By Philippa May
Fairy tales are often considered the realm of children, unrealistic heroes find themselves in a world of folkloric magic; on quests and learning lessons. Fairy tales for grown-up are no different. Heroes and heroines take us along their journeys with them and show us worlds in which reality is in soft focus. Big Fish and Eternal Sunshine of the Spotless Mind are two of the best known films of this genre but there are many more that I could mention. However, here are just five of my favourite modern fairy tales that you should definitely check out in order to cast a softer focus on the harsh lines of reality for a couple of hours.
After a career ending fall, stunt performer (Lee Pace) is taken to hospital to recuperate. There he meets Alexandria, an immigrant child-labourer who has broken her arm picking oranges. The unlikely pair pass the time weaving a fantastic tale that melts fairytales, movies and the real-life experiences of Alexandria, played stunningly by Catinca Untara.
Twelve year old Pai (Keisha Castle-Hughes) takes us on a stunning, emotional tale, interweaving the lives of her illustrious seafaring ancestors with those of the people of a secluded, neglected community struggling to find its place in a changing world. While tense at times, the film beautifully tackles the importance of female leadership and accepting change while maintaining links to your traditions, your land and your people.
In this offbeat, coming-of-age fairytale, protagonist Kitty (Cillian Murphy) guides the audience through the tall tales and half-truths that she has used to construct her own identity in a world that doesn’t accept who she is. A gender-nonconforming teen, unhappy with her life in a small town on the Irish border during the Troubles, Kitty heads to London on an epic quest to find her beautiful Mammy.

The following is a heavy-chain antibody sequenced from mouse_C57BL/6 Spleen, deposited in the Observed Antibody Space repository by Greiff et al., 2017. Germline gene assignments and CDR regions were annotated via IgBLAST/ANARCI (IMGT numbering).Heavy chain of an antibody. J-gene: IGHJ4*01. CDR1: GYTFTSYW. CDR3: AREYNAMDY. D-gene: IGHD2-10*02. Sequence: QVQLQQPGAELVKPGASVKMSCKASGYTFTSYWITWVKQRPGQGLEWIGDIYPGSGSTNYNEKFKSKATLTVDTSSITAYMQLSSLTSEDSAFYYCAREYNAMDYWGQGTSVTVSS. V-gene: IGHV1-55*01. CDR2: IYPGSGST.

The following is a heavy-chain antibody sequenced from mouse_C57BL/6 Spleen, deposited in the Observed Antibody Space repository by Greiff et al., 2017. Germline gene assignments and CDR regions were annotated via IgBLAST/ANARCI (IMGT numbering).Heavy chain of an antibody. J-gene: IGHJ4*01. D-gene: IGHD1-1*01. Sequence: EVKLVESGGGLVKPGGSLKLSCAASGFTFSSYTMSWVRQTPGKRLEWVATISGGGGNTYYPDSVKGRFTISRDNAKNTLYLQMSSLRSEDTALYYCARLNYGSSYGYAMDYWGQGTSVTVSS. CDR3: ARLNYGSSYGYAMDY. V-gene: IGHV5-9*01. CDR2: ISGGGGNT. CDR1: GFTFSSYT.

Probably the least well-known film on this list, Mustang centres on narrator Lale, her older sisters, and their rebellious love for one another in the face of oppression and cruelty from their grandmother and abusive uncle. Taking place during one dreamy summer in rural Turkey, the incredible acting and beautiful soundtrack create a dream-like atmosphere in a story that is all too real at its roots.
Perhaps more detached from realism than some of the other offerings on the list, Bunny and the Bull follows agoraphobic Stephen as he attempts to deal with his anxiety by travelling through his memories. The highly stylised visuals add a layer of whimsy to an otherwise emotional journey. Unsurprisingly, Richard Ayoade and Noel Fielding both star in this surreal delight.
So, if you’re looking for a dose of escapism and a fairytale suited to a more mature palate, then load up one of these bad boys before bed tonight!